Help Stop The Traffik

This story first appeared on Benojo on June 14, 2016. Image courtesy of Stop the Traffik.

STOP THE TRAFFIK hope to bring an end to human trafficking globally. This is reflected in their simple but powerful motto of ‘people shouldn’t be bought and sold’. A coalition of non-government, community and other organisations, together they work to prevent the physical, emotional and sexual abuse and harm done by human trafficking.

Their approach is a unique and effective one that combines community transformation, global campaigning and the gathering and sharing of knowledge. We spoke with Carolyn Kitto, the passionate director of STOP THE TRAFFIK Australia, to learn more about their work.

How STOP THE TRAFFIK Australia came to be:

In Australia, we started back in 2007 as a coalition between World Vision and the Salvation Army. World Vision was, in their fieldwork, finding in places where there is lots of poverty that kids and families were being tricked into going to work in factories and so on. Abuse was happening and they weren’t being paid. The Salvation Army was concerned more domestically on what was happening around trafficking particularly, but not exclusively, in trafficking around the sex trade and labour. A lot of people don’t realise that it happens in Australia too.  STOP THE TRAFFIK Australia is now a coalition with about 30 members.

A unique model:

What we see our role as is to raise awareness and educate people about human trafficking. So everyone who is trafficked is trafficked from a community to a community. So the more that local communities know what human trafficking is and how they are involved in it, the more likely we are to abolish it again.

When it comes to business, the image a lot of people have of human trafficking is that it is associated with the sex industry or that it’s people in chains. At least two thirds of human trafficking in the world is associated with industry and manufacturing.

With Australia’s manufacturing largely having gone offshore – particularly during the last 15 to 20 years because wages are cheap – we are well connected to it through the clothes we wear, the technology we use, the sparkle in our car paint and our fingernail polish, the tea that we drink and so on. What we are trying to do is empower consumers around what they purchase because purchasing power is huge. We can say it with where we spend our money. This is an important issue and we are going to drive the demand for ethical, traffick-free products.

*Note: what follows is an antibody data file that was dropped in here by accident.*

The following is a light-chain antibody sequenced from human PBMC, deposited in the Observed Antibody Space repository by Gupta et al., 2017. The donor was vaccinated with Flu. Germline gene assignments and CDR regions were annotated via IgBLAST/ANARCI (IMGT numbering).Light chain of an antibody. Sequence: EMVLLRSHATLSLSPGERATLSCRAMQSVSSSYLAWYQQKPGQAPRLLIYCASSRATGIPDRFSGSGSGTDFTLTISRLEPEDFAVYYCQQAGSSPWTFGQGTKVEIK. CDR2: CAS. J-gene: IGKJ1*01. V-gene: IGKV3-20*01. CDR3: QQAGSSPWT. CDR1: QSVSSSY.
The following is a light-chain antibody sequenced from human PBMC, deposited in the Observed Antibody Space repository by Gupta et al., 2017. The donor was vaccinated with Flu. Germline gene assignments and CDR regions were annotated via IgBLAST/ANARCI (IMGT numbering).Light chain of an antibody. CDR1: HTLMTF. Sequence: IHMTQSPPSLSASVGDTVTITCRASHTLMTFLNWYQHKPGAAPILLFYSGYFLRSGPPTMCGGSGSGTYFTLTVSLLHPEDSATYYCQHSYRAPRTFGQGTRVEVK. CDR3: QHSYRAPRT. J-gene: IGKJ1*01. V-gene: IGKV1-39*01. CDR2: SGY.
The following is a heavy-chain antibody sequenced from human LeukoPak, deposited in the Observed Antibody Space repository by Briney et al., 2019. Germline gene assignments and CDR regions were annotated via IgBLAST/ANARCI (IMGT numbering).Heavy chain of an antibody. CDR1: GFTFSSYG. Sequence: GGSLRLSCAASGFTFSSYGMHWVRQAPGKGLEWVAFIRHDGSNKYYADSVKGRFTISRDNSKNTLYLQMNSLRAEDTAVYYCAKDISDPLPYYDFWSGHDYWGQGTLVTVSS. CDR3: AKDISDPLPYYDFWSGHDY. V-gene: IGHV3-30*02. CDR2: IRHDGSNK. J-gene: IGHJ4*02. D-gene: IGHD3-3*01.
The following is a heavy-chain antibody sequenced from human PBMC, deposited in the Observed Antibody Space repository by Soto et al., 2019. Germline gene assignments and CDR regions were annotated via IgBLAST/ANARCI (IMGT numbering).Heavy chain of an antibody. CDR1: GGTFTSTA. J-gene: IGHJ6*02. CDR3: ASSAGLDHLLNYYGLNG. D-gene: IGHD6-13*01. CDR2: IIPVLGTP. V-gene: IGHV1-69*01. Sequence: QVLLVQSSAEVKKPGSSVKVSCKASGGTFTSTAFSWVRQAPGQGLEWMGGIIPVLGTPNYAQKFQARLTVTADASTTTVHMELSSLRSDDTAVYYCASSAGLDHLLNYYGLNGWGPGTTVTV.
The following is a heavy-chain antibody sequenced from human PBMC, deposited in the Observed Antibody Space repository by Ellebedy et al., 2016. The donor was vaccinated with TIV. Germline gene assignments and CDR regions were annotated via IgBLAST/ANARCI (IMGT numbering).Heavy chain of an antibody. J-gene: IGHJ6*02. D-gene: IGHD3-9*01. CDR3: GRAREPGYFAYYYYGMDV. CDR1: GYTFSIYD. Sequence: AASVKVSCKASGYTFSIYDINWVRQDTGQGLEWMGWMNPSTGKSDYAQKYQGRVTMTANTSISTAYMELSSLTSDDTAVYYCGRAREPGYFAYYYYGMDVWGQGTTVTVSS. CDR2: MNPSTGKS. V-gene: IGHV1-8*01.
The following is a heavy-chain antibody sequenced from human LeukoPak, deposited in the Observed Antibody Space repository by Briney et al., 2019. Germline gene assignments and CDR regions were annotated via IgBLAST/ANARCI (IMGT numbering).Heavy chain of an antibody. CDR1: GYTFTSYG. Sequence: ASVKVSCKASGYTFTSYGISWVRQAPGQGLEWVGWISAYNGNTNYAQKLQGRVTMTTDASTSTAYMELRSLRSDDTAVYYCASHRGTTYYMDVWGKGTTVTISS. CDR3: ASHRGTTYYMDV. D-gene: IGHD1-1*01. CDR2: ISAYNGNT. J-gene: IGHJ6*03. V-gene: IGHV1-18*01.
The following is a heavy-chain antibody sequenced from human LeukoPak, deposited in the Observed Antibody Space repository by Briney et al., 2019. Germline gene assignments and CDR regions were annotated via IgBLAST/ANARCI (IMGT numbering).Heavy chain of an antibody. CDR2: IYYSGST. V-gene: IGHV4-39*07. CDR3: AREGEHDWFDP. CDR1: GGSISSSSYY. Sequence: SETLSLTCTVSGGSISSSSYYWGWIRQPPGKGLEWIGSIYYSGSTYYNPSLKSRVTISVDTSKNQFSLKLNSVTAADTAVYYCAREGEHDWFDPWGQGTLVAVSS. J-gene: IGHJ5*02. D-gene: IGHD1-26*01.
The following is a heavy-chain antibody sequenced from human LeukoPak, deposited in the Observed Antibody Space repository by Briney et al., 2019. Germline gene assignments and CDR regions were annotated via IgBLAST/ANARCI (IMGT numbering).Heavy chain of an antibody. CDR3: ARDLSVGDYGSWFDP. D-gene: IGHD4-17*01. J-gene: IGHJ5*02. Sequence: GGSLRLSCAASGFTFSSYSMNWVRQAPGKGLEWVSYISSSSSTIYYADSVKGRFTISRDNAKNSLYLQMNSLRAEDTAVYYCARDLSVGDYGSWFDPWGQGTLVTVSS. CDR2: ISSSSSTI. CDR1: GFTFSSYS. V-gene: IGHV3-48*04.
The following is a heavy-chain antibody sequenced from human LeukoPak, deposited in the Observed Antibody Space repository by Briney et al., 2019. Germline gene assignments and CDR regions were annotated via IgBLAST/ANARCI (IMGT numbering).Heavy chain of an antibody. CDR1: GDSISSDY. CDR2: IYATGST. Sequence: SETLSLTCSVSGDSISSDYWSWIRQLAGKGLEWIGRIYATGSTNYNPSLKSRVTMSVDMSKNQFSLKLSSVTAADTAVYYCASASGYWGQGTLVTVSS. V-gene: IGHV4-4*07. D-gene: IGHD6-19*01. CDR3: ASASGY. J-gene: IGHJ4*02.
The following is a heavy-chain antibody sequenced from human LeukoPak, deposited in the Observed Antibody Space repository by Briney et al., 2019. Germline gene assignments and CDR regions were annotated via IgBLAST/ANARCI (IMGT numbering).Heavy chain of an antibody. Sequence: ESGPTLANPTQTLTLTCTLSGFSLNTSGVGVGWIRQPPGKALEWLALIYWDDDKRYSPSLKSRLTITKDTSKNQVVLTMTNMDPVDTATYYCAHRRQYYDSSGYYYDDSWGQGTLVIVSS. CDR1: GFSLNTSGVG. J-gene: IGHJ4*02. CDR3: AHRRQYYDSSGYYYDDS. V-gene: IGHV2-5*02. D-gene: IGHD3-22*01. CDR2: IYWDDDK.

It’s then the same with businesses. Whether your business uses offshore manufacturing or you import goods that are used in your business – what do you know about your supply chain? The UN Guiding Principles on Business and Human Rights says that businesses are expected to respect human rights and address human right impacts, whether or not they are directly linked to their operation or the product and services in their business relationships. So in other words, there is an expectation that it’s best practice that businesses are actually aware of human rights impacts within their supply chains – even if they are not contributing to them.

On businesses changing their procurement process:

In our work, we are primarily a consumer-facing group so we have chosen to work on areas [such as fashion, fishing, tea, chocolate] where human trafficking is a major issue and where it impacts consumers strongly.

We don’t think it’s our job to do the putting in place of procurement procedures. What we have actually found is that in the process of a business deciding they are going to do that [address trafficking in their supply chain], the process of doing it is as important as them doing it. Businesses that do it say ‘it really changed the way that we thought about our business when we started this process’.